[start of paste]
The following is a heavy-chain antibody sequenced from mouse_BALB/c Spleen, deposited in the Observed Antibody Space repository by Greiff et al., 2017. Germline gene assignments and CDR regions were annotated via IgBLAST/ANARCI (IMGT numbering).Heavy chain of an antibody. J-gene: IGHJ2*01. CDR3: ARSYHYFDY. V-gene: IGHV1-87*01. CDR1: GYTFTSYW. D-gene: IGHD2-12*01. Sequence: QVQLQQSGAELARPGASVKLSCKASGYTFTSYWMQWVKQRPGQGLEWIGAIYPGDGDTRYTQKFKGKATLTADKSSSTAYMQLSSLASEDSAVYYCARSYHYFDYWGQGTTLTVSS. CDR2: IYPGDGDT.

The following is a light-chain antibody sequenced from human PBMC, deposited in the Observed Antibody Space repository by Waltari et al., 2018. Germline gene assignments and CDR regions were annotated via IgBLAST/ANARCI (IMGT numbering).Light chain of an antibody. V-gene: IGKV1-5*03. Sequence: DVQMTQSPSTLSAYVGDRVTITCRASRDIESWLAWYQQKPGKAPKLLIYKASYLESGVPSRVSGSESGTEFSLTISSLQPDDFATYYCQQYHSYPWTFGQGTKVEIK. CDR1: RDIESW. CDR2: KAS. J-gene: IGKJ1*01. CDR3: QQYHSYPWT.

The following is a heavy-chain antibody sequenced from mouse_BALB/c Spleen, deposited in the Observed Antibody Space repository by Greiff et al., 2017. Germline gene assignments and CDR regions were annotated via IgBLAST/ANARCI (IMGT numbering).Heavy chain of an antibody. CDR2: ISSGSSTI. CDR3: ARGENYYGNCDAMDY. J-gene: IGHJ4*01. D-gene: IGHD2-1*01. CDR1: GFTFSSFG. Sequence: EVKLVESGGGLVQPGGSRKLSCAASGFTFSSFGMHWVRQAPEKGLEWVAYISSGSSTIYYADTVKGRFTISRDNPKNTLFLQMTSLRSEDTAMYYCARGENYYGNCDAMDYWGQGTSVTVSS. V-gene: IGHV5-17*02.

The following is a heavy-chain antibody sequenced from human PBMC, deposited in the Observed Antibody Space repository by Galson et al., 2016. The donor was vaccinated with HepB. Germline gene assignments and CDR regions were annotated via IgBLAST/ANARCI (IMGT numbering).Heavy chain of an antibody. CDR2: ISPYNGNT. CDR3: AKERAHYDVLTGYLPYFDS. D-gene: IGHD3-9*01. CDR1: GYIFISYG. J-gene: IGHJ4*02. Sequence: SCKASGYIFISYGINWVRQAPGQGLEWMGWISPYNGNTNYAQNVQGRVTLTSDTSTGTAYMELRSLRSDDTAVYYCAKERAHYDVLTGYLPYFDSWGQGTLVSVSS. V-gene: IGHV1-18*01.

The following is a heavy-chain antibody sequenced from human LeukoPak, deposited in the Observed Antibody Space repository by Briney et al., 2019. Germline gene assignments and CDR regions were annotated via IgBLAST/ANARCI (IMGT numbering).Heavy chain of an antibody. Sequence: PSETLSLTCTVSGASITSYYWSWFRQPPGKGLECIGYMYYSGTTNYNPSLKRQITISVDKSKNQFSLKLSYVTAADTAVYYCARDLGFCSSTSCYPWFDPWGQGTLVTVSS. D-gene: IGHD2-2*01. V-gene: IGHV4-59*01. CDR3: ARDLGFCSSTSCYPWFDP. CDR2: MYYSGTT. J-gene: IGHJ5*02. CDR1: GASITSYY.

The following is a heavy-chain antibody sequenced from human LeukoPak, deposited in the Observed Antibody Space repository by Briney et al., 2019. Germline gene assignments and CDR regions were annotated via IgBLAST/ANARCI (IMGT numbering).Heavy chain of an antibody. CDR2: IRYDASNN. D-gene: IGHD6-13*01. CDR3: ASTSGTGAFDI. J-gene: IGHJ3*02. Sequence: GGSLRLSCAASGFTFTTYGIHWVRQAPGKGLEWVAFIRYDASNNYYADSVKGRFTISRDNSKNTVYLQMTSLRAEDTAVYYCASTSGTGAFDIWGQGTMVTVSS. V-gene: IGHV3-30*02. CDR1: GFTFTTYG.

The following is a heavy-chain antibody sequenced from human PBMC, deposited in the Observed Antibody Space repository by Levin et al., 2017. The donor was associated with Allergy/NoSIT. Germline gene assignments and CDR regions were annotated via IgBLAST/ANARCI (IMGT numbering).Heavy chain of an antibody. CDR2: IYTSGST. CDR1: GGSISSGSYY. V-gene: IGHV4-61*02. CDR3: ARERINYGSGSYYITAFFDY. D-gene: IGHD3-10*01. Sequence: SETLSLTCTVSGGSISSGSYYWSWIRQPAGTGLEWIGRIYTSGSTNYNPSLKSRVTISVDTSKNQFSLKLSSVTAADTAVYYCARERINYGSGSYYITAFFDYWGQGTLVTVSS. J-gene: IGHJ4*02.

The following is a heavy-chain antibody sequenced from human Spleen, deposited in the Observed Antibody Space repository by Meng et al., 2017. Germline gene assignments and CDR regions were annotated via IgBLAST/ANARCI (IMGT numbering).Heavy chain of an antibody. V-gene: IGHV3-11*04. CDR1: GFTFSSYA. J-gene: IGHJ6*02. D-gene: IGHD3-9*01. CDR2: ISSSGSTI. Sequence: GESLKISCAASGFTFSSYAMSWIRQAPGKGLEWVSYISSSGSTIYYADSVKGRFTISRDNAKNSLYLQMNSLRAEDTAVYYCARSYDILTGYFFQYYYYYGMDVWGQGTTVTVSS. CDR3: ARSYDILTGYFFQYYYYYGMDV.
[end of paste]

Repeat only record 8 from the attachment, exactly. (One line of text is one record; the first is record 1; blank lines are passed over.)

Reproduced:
The following is a heavy-chain antibody sequenced from human Spleen, deposited in the Observed Antibody Space repository by Meng et al., 2017. Germline gene assignments and CDR regions were annotated via IgBLAST/ANARCI (IMGT numbering).Heavy chain of an antibody. V-gene: IGHV3-11*04. CDR1: GFTFSSYA. J-gene: IGHJ6*02. D-gene: IGHD3-9*01. CDR2: ISSSGSTI. Sequence: GESLKISCAASGFTFSSYAMSWIRQAPGKGLEWVSYISSSGSTIYYADSVKGRFTISRDNAKNSLYLQMNSLRAEDTAVYYCARSYDILTGYFFQYYYYYGMDVWGQGTTVTVSS. CDR3: ARSYDILTGYFFQYYYYYGMDV.